After explaining the circumstances of its corporate restructuring in September and listing some new UK-based clients, BIW’s business review expands upon the impact of the downturn in the Gulf region:
“The Middle-Eastern operation, based in Dubai, suffered more acutely, with significant cancellations of projects and a paucity of new business. Importantly though, the Company agreed terms for all outstanding monies due from its Dubai-based clients, including Nakheel, has now collected those monies and has no outstanding debts in the region. Whilst the outlook for new projects in Dubai is poor, the Company has re-focused its sales & marketing efforts into neighboring [sic] Abu Dhabi (an oil-rich nation, currently investing heavily in infrastructure projects such as roads, educational establishments and hospitals) and is enjoying some early success there with key clients such as Mubadala…..” (p.3)
It would seem that BIW took an even bigger hit from the bursting of the Dubai construction bubble than its Australia-based rival Aconex (see post) – while fellow UK vendor 4Projects‘ decision not to pursue opportunities in the Middle East has been vindicated (post). The impact of project deferrals and cancellations on BIW is clear from the figure given for future revenues yet to be invoiced: down a quarter to £9.4m from last year’s £12.8m.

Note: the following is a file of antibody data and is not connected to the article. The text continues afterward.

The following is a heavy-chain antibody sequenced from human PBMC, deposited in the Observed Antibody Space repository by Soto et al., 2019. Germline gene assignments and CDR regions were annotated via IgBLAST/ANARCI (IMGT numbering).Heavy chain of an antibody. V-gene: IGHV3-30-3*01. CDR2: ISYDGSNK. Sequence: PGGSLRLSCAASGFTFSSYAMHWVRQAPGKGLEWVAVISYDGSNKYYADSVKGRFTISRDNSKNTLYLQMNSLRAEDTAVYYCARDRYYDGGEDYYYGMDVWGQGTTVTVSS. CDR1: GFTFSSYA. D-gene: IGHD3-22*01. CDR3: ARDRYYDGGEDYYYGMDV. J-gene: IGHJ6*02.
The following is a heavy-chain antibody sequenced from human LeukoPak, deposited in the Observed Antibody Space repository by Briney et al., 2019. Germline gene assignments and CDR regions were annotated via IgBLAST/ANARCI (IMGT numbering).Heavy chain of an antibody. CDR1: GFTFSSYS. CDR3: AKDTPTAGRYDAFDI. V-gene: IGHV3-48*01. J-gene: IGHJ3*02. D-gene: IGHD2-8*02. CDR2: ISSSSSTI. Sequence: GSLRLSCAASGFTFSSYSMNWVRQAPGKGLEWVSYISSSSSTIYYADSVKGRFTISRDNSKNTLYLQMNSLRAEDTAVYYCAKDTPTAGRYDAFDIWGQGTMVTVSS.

In November, I wrote again about BIW’s financial restructuring (see also BIW undertakes recapitalisation), and BIW’s new financial reports give a little further background, and – as one might expect – they portray its position in a positive light, stressing its absence of debt:
“Now, with a financially sound parent company with a strong balance sheet, monthly profitable trading, year-end cash of almost £1m and a un-used overdraft facility of £425,000 from Coutts & Co, the Company is in an enviable position in relation to its competitors and is able to weather adverse trading conditions and take advantage of an improvement in market conditions as the economy recovers.” (p.2)
(Remember, though, BIW’s debt-free advantage didn’t worry 4Projects’ Steve Nelson when I met him last month – see post.)